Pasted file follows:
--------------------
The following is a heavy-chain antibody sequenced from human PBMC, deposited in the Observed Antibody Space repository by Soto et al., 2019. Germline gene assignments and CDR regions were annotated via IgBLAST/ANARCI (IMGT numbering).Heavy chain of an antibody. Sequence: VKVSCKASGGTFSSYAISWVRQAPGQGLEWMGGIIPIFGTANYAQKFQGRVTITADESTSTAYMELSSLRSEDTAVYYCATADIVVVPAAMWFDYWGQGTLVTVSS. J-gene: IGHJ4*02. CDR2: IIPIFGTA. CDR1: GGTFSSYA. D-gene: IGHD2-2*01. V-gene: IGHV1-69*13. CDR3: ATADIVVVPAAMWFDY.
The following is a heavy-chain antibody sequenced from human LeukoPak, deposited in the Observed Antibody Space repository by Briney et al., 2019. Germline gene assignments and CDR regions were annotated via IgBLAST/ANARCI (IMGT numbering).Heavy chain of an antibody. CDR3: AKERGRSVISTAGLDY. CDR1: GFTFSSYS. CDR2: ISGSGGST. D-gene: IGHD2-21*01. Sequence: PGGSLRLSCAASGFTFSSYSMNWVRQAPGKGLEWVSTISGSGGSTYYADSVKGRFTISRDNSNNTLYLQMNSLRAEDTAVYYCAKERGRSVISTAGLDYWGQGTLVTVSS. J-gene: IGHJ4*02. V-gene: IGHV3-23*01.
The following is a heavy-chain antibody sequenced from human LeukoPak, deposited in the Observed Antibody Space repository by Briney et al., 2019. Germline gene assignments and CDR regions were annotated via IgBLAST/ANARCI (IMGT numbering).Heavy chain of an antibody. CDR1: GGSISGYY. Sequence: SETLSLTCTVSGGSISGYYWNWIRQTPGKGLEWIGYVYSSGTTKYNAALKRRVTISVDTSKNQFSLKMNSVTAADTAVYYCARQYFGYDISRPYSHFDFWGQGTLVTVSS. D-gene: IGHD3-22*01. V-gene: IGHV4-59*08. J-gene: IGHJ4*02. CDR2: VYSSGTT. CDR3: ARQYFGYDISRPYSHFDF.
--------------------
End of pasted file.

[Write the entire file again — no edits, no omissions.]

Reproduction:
The following is a heavy-chain antibody sequenced from human PBMC, deposited in the Observed Antibody Space repository by Soto et al., 2019. Germline gene assignments and CDR regions were annotated via IgBLAST/ANARCI (IMGT numbering).Heavy chain of an antibody. Sequence: VKVSCKASGGTFSSYAISWVRQAPGQGLEWMGGIIPIFGTANYAQKFQGRVTITADESTSTAYMELSSLRSEDTAVYYCATADIVVVPAAMWFDYWGQGTLVTVSS. J-gene: IGHJ4*02. CDR2: IIPIFGTA. CDR1: GGTFSSYA. D-gene: IGHD2-2*01. V-gene: IGHV1-69*13. CDR3: ATADIVVVPAAMWFDY.
The following is a heavy-chain antibody sequenced from human LeukoPak, deposited in the Observed Antibody Space repository by Briney et al., 2019. Germline gene assignments and CDR regions were annotated via IgBLAST/ANARCI (IMGT numbering).Heavy chain of an antibody. CDR3: AKERGRSVISTAGLDY. CDR1: GFTFSSYS. CDR2: ISGSGGST. D-gene: IGHD2-21*01. Sequence: PGGSLRLSCAASGFTFSSYSMNWVRQAPGKGLEWVSTISGSGGSTYYADSVKGRFTISRDNSNNTLYLQMNSLRAEDTAVYYCAKERGRSVISTAGLDYWGQGTLVTVSS. J-gene: IGHJ4*02. V-gene: IGHV3-23*01.
The following is a heavy-chain antibody sequenced from human LeukoPak, deposited in the Observed Antibody Space repository by Briney et al., 2019. Germline gene assignments and CDR regions were annotated via IgBLAST/ANARCI (IMGT numbering).Heavy chain of an antibody. CDR1: GGSISGYY. Sequence: SETLSLTCTVSGGSISGYYWNWIRQTPGKGLEWIGYVYSSGTTKYNAALKRRVTISVDTSKNQFSLKMNSVTAADTAVYYCARQYFGYDISRPYSHFDFWGQGTLVTVSS. D-gene: IGHD3-22*01. V-gene: IGHV4-59*08. J-gene: IGHJ4*02. CDR2: VYSSGTT. CDR3: ARQYFGYDISRPYSHFDF.